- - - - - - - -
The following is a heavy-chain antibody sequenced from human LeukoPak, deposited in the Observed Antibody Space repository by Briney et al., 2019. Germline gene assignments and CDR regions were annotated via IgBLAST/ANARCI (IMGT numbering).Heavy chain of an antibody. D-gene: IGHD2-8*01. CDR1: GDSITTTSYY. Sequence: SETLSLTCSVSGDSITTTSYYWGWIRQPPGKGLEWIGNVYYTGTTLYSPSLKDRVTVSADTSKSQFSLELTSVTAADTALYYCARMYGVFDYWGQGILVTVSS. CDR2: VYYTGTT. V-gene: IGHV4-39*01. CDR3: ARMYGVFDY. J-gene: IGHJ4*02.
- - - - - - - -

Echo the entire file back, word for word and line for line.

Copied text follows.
The following is a heavy-chain antibody sequenced from human LeukoPak, deposited in the Observed Antibody Space repository by Briney et al., 2019. Germline gene assignments and CDR regions were annotated via IgBLAST/ANARCI (IMGT numbering).Heavy chain of an antibody. D-gene: IGHD2-8*01. CDR1: GDSITTTSYY. Sequence: SETLSLTCSVSGDSITTTSYYWGWIRQPPGKGLEWIGNVYYTGTTLYSPSLKDRVTVSADTSKSQFSLELTSVTAADTALYYCARMYGVFDYWGQGILVTVSS. CDR2: VYYTGTT. V-gene: IGHV4-39*01. CDR3: ARMYGVFDY. J-gene: IGHJ4*02.